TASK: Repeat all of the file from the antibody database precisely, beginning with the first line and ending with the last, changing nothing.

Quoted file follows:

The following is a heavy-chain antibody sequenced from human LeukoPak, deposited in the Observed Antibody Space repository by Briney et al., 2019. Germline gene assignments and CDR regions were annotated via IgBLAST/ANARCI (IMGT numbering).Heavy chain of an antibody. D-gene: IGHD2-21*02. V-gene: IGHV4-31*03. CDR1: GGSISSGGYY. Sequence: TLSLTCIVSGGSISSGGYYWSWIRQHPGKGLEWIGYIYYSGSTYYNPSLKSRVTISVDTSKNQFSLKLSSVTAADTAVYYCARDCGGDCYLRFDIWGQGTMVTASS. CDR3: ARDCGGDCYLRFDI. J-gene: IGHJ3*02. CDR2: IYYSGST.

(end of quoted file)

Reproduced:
The following is a heavy-chain antibody sequenced from human LeukoPak, deposited in the Observed Antibody Space repository by Briney et al., 2019. Germline gene assignments and CDR regions were annotated via IgBLAST/ANARCI (IMGT numbering).Heavy chain of an antibody. D-gene: IGHD2-21*02. V-gene: IGHV4-31*03. CDR1: GGSISSGGYY. Sequence: TLSLTCIVSGGSISSGGYYWSWIRQHPGKGLEWIGYIYYSGSTYYNPSLKSRVTISVDTSKNQFSLKLSSVTAADTAVYYCARDCGGDCYLRFDIWGQGTMVTASS. CDR3: ARDCGGDCYLRFDI. J-gene: IGHJ3*02. CDR2: IYYSGST.